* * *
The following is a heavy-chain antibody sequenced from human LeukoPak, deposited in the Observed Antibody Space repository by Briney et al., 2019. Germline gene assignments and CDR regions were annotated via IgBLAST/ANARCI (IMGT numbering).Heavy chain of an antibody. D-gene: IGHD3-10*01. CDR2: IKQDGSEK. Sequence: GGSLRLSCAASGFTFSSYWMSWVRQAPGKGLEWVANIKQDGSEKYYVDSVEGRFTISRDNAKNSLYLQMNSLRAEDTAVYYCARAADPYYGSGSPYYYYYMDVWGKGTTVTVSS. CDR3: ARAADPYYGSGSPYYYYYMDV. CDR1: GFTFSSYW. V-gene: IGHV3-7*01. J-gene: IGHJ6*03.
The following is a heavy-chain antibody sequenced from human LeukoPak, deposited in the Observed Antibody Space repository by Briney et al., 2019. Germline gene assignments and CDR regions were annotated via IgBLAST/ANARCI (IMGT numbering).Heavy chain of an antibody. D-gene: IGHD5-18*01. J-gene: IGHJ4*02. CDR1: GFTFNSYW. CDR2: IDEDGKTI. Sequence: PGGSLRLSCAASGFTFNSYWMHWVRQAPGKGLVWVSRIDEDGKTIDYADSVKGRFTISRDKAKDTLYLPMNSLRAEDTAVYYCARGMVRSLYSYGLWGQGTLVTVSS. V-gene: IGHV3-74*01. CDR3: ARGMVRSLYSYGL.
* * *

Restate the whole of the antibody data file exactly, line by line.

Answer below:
The following is a heavy-chain antibody sequenced from human LeukoPak, deposited in the Observed Antibody Space repository by Briney et al., 2019. Germline gene assignments and CDR regions were annotated via IgBLAST/ANARCI (IMGT numbering).Heavy chain of an antibody. D-gene: IGHD3-10*01. CDR2: IKQDGSEK. Sequence: GGSLRLSCAASGFTFSSYWMSWVRQAPGKGLEWVANIKQDGSEKYYVDSVEGRFTISRDNAKNSLYLQMNSLRAEDTAVYYCARAADPYYGSGSPYYYYYMDVWGKGTTVTVSS. CDR3: ARAADPYYGSGSPYYYYYMDV. CDR1: GFTFSSYW. V-gene: IGHV3-7*01. J-gene: IGHJ6*03.
The following is a heavy-chain antibody sequenced from human LeukoPak, deposited in the Observed Antibody Space repository by Briney et al., 2019. Germline gene assignments and CDR regions were annotated via IgBLAST/ANARCI (IMGT numbering).Heavy chain of an antibody. D-gene: IGHD5-18*01. J-gene: IGHJ4*02. CDR1: GFTFNSYW. CDR2: IDEDGKTI. Sequence: PGGSLRLSCAASGFTFNSYWMHWVRQAPGKGLVWVSRIDEDGKTIDYADSVKGRFTISRDKAKDTLYLPMNSLRAEDTAVYYCARGMVRSLYSYGLWGQGTLVTVSS. V-gene: IGHV3-74*01. CDR3: ARGMVRSLYSYGL.